Bond yields in the European periphery inched up this past week, while those in the core countries were under downward pressure. Equity markets were affected by varying macroeconomic data and a renewed dip in oil prices.
At the same time, the flight to safer havens played into the hands of the bond markets in European core countries, and Germany’s 10-year yield dipped below 0.1% for the first time in a year.
Ben Steinebach Head of Investment Strategy
Political changes in Spain and Portugal and tense negotiations between Greece and its creditors slightly drove up bond yields in these countries and in Italy. The United Kingdom’s upcoming referendum on a Brexit also played a background role. At the same time, the flight to safer havens played into the hands of the bond markets in European core countries, and Germany’s 10-year yield dipped below 0.1% for the first time in a year. As a result of these two developments, the spread with Europe’s peripheral countries widened.
The macroeconomic indicators announced last week varied slightly. The United States saw a 215,000 increase in the number of jobs in March, somewhat better than expected. Unemployment edged up from 4.9% of the country’s workforce to 5%. This isn’t necessarily bad, as it was the result a higher number of people joining the labour market. The mood among purchasing managers was satisfying. In the industrial sector, the indices in most countries were upwards of 50, the boundary between expected contraction and expected growth. In Europe’s services sector, the indices fell slightly, yet remained well above 50, while the United States saw an increase to comparable levels. New data on Germany’s industry disappointed: both production and order intake declined in February, although the data for January were adjusted slightly upwards. Global equity markets were barely affected by macroeconomic data, but sagged under the weight of renewed pressure on oil prices. In Europe this was compounded by upward pressure on the euro against the dollar. Equity markets in the United States fell by an average of 1.5% and the average declines in continental Europe were steeper, with extremes of up to 3.6% in Spain and 5.4% in Italy.
Central banks maintain easing policy
Both the US Federal Reserve (the Fed) and the European Central Bank (ECB) indicated that they would not let up on their easing policy. The aborted acquisition of Allergan by Pfizer took the equity markets by surprise.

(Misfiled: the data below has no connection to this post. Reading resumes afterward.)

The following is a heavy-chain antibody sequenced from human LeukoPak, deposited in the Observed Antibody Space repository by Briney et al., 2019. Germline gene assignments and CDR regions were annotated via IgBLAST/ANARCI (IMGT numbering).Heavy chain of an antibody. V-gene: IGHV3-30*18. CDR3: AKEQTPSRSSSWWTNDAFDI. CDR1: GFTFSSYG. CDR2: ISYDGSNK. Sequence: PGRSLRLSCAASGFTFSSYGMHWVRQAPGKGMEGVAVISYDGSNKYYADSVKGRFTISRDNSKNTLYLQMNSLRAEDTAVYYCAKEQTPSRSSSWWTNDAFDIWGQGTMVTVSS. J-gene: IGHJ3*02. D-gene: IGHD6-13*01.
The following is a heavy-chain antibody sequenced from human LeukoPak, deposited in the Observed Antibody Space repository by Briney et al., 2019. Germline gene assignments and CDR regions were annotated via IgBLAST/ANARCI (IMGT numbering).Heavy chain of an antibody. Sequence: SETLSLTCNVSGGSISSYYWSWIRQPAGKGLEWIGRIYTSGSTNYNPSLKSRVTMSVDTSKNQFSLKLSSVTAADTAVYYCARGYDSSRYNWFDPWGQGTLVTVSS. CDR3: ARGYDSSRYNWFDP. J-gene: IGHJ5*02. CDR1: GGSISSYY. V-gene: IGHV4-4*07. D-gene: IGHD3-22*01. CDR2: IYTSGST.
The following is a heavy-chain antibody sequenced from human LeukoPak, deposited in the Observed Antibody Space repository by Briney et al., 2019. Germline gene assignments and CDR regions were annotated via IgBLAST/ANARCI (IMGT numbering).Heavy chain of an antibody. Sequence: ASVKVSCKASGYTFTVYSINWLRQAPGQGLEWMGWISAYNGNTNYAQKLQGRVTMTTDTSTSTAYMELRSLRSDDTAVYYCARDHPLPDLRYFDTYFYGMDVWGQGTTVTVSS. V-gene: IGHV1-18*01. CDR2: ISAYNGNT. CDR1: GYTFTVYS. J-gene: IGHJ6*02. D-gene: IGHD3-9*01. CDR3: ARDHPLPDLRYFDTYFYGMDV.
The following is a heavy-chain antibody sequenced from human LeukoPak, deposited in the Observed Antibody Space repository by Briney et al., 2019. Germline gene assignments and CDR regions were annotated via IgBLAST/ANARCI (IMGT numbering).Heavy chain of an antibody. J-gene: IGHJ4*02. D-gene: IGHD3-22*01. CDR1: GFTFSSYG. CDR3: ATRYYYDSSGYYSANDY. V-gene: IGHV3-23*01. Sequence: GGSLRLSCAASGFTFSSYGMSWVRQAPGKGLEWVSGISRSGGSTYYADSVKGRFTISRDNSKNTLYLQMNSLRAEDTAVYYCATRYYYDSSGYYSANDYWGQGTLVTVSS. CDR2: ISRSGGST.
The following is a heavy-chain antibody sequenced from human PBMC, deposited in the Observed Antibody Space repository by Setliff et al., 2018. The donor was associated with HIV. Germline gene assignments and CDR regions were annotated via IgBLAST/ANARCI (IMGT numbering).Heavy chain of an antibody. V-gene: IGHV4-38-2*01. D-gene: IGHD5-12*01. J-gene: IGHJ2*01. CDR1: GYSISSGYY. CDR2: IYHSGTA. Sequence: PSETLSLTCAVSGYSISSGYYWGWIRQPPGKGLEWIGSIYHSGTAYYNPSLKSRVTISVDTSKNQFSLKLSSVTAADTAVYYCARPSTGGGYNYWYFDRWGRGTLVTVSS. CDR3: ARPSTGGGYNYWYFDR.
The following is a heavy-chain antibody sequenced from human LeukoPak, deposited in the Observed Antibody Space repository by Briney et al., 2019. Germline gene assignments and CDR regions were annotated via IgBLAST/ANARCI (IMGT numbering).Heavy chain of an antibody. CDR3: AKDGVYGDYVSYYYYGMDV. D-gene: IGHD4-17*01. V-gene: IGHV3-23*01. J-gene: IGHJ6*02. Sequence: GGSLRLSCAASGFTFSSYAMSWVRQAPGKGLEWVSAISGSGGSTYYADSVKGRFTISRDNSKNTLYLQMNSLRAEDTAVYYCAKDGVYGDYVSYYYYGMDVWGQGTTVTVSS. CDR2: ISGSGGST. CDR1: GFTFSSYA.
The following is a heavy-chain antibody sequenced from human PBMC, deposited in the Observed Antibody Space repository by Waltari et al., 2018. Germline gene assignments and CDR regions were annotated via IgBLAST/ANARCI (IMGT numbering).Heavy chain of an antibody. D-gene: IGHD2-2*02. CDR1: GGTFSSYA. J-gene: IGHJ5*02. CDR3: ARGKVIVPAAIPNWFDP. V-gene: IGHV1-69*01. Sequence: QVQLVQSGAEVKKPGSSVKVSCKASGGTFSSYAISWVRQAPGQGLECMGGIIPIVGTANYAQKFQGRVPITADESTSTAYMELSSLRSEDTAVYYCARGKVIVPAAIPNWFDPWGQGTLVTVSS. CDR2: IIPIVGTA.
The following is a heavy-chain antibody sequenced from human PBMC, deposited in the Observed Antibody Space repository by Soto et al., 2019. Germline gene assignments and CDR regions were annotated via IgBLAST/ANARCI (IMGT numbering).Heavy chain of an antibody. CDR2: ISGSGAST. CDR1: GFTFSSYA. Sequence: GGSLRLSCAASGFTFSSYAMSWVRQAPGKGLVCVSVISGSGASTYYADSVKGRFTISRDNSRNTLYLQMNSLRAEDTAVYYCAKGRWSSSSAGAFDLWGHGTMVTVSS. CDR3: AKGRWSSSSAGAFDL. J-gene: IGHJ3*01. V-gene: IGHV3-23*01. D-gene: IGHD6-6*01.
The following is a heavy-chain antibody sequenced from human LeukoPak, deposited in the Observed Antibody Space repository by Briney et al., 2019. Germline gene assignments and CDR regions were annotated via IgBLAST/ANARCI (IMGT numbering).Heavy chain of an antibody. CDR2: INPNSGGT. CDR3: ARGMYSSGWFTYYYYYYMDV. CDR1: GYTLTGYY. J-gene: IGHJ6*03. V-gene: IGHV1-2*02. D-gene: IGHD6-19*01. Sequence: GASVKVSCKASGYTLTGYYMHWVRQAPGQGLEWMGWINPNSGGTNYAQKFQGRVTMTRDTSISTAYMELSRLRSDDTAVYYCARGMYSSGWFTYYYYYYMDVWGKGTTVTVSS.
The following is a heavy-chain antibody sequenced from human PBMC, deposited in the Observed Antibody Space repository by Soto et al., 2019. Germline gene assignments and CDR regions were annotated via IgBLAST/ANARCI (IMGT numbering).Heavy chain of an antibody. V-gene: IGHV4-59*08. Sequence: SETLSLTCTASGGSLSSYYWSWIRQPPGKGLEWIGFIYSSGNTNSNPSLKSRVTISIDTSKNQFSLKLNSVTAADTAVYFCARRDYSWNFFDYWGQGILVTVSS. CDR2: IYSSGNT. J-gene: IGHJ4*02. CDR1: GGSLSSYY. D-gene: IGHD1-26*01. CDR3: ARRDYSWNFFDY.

The minutes of the Fed’s meeting state that the central bank is taking the uncertain international environment into account in its policy and will therefore raise the Fed funds rate at a more moderate pace. At a forum discussion including current Fed Chair Janet Yellen and her predecessors Ben Bernanke, Alan Greenspan and Paul Volcker, Ms Yellen confirmed this position. In Frankfurt, chief economist Peter Praet and Board member Benoit Couré of the ECB emphasised that the relaxed policy would be continued. They said that without this policy Europe’s inflation rate would have been much lower than the -0.1% reached in March. A much lower interest rate is not expected, and Mr Praet indicated that a slightly different mixture would be the more obvious course for the future. This means policy will focus more on directly stimulating lending (by upping the intensity of the government bond buying programme or increasing capital injections). Under these circumstances, activity on the primary market for corporate bonds remains very strong. The ECB’s enormous demand for high-quality paper is causing investors to seek out other segments of the market. For example, the debt-laden subsidiary of French cable and telecoms firm Altice did not have any difficulty placing EUR 5 billion. The big news on the equity market was the aborted takeover of Allergan by Pfizer (for USD 160 billion). Apparently this acquisition only would have been profitable for Pfizer thanks to Allergan’s low Irish corporate tax. After the US government legislated this possibility out of existence, Pfizer decided to call off the transaction. Global equity markets were under pressure due to slightly decreasing oil prices. Banks’ share prices suffered the biggest losses. In this light, the decline of the AEX wasn’t that bad, also given the larger losses on some other European markets. The Dutch leading index closed off Thursday at 428.73 points, 1.3% lower than the previous Friday. On Friday morning, the index rose to upwards of 430 points.
Cautious start to first-quarter results season
The first-quarter results season will be kicked off on Monday by aluminium producer Alcoa. Many macroeconomic indicators are also expected, the most notable of which is China’s economic growth in the first quarter.
In addition to Alcoa, a few large American banks – Wells Fargo, Bank of America and JP Morgan Chase – are expected to publish their results, followed by a flood of other companies in the following weeks. On the macroeconomic front, we are looking forward to the publication of March inflation data in several countries (the European Union as a whole and Italy, Germany, the United Kingdom, France, China and the United States). In addition, we will also see retail sales figures for the United States and the Netherlands and car sales figures for the EU. Data on industrial production will also be published in the EU, the US and in Italy. In the US, the University of Michigan will publish a first estimate of consumer confidence in April. And China will announce a series of data on Friday. In addition to economic growth in the first quarter, this includes retail sales figures, industrial production and capital expenditure. This will give an indication of how the Chinese economy fared in the quarter that started off so turbulently.